Stella had a different reaction to the sound of gunfire.
Startling circumstances compel different people to do different things. Some people, when faced with an adverse situation (i.e., watching someone fall or, in this case, potentially getting shot) tend to offer assistance. Or in the case of falling, they actively attempt to stifle a laugh.
Neither was the case with Stella.
After hours of driving, and having a certain inbred, conventional comportment, Stella simply needed to "p".
So as Maisie curled herself into a crisis-driven fetal ball after hearing the gunshot, Stella headed straight for the bathroom.
What was once a place of contemplative worship and respect for the dead had become a wild ride of disorganized mayhem once the unanticipated shot of gunfire occurred.
As Stella quickly entered the First Presbyterian Church of Burlington with a very singular objective, the stoic folk of Burlington streamed out of the church in a crazy fractal.
Maisie slowly regained her bearings during the crowd's crazed exodus from the church. She straightened herself up, and attempted to regain some sense of composure.
Saunter. Saunter. Saunter. She repeated the word as she adjusted herself, trying to look normal in the midst of a completely abnormal situation.
Stella and Maisie found themselves at the swinging door of the bathroom; one entering, one exiting.
That's all Maisie could say.
Stella had to be the strong one.
"Let's see what in the hell is going on, Maisie. For god's sake, pull yourself together."
So they did their best at sauntering and strolling, despite the chaos of the situation. After a series of frenetic twists and turns down several hallways, they found themselves in the church kitchen.
It was as though no one in the kitchen knew what had happened. Everyone was cooking up the last supper for Mrs. Clark Thompson.
The two women did their best to muscle up a shred of composure. They smelled the Beef and Barley Stew. Each of them salivated when they saw the crock pot of White Bean Chili. Both took note of the complete lack of vegetables and fruit.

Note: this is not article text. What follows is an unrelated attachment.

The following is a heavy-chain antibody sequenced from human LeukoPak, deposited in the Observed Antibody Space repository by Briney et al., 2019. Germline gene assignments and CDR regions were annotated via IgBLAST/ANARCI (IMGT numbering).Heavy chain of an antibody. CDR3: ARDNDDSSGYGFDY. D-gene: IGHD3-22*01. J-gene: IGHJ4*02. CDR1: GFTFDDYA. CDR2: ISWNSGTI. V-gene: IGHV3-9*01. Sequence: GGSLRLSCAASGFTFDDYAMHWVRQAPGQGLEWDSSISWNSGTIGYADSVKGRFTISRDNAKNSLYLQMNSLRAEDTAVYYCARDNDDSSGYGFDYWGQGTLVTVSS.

Despite the lack of freshness and the recent gunfire, they were both hungry.
"Do you need any help?" Maisie broke the ice.
"Take this tray to the dining hall." The woman who quickly dispatched the order apparently had no idea what had happened that disrupted the event's solemnity.
Maisie had regained her composure, as well as her appetite.
She had been given a tray filled with steaming smoked pork ribs and roasted garlic mashed potatoes.
Despite the lack of audience, she dutifully brought her tray to the Multi-Purpose Room in the church, and laid the tray down next to the series of water jugs, each of which was peppered with ice that was quickly melting.
Stella was soon to follow, with a tray of Buffalo Chip and Wyoming Cowboy cookies, which apparently were the dessert items on the menu for the passing of Mrs. Clark Thompson.
"God, I'm hungry."
Maisie said it first.
Silently, piously, both of the women sampled items from each of their trays.
They washed it all down with water, now devoid of ice chips.
Everyone was elsewhere.
That's when Maisie saw the envelope that was most likely left by one of the mourners who had swiftly departed when the gunfire changed everything.
"To Claudia." Maisie knew it was time to leave.
"Eat up, Stella. We've got to get to Bozeman."
She quickly pocketed the envelope. They had a first name.
And thanks to grazing at the buffet, they were full.